Wolfy: The Incredible Secret

Movie review by
Renee Schonfeld, Common Sense Media
Wolfy: The Incredible Secret Movie Poster Image
Dark, animated anti-fascist allegory with lots of violence.
  • NR
  • 2015
  • 80 minutes

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age 17+
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The parents' guide to what's in this movie.

Positive Messages

Good defeats evil. A society in which one "species" is all-powerful and threatens everyone must not be allowed to prevail. Strong bonds between family members or between friends cannot be broken. Redemption is possible.

Positive Role Models & Representations

Animals stand in for humans (anthropomorphism) and are readily identifiable. The good guys (righteous wolves and an underclass of "no-fangs") rise above their natural fear to behave bravely, capably, and with integrity. Only one hero, who is tortured and brainwashed into submission, behaves badly before he ultimately is redeemed. The villains are cads through and through, with no compassion, empathy, or sense of right and wrong. They appear to be animal counterparts to historical 20th-century human tyrants. Confirming that notion, two characters -- a hedgehog tailor who has a Jewish name and mannerisms, and a gypsy woman who has mystical powers -- are victims of the ruling class. 


Because of the eerie, suspenseful music and the intensity of the evil, the violence has a different feel from the usual comic and/or exaggerated mayhem in most animation made for kids. These heroes appear to be in real peril. Ferocious boars chase an innocent rabbit in a lengthy sequence. Heroes are stalked, hunted, fired upon with an assortment of weapons, captured, tortured (mostly off-camera), and imprisoned. They're thrown into dungeons and menaced by hungry bears, and they become the prey of savage carnivores. In one mealtime scene, young living chicks are served to the assembled beasts of prey and rapidly gobbled up. Bunny Tom appears to be dead for a brief time.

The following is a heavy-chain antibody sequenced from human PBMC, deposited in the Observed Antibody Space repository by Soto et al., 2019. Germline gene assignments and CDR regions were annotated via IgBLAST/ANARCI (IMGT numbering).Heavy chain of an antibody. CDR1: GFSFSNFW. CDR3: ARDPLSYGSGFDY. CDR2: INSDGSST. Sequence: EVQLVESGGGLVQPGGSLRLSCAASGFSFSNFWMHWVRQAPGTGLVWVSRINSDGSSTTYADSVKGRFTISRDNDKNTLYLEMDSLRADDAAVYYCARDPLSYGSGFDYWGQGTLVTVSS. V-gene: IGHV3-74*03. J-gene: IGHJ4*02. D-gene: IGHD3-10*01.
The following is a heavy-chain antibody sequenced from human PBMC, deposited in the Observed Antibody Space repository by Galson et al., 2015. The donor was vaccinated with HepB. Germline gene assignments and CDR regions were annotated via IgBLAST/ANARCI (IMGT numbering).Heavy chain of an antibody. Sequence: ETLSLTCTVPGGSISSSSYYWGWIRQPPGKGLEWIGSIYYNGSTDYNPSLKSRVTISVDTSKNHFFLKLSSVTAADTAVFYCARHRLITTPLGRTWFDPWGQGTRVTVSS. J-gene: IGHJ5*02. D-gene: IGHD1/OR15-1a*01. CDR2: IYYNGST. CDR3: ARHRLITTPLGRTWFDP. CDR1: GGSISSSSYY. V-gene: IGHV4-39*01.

Some mild sexual innuendo: There are reference to a wolf's nudity and need for clothing; a rabbit reacts while watching an off-camera pig undressing; a chanteuse/vixen behaves seductively. These incidents are brief and can be expected to go over the heads of most kids. 


Profanity: "bastard," "ass." Name-calling: "stupid," "idiot" "lazy," "jerk," "hussy," "dummy," "spineless hick," "schmuck." Characters spend time cleaning up bear poop.

Drinking, Drugs & Smoking

Several scenes show characters drinking from wine and champagne glasses in social settings. It's later revealed that they're drinking the blood of does and fawns.

What parents need to know

Parents need to know that Wolfy: The Incredible Secret is a French animated import (dubbed in English) with its roots in more serious concepts than are usual for kids in the United States. The story is an anti-fascist allegory with all the obligatory elements: a ruthless leader, an elite corps of followers, collaborators, a military presence, and the brave resistance force hiding out in the woods. Thinly veiled stereotypes (a frightened Jewish tailor, a curse-wielding gypsy woman, a femme fatale chanteuse courting favor with the ruler) heighten the connection to mid-20th-century European history. Only sporadically funny, and then with laughs elicited mostly from sexual innuendo and exaggerated interspecies cruelty, the film's cartoon action includes fierce battles, the threat of being eaten by predators, scary creatures (tooth-baring, red-eyed enemies), heroic animals held in captivity, torture (off-camera sounds only), and brainwashing. The celebratory social drink is deer blood. Brutality toward "lesser" species is frequent, along with name-calling, insults, and occasional profanity ("ass," "bastard"). Spoiler alert: The hero grieves when he's heartlessly told that his mother is dead; in reality, she's alive.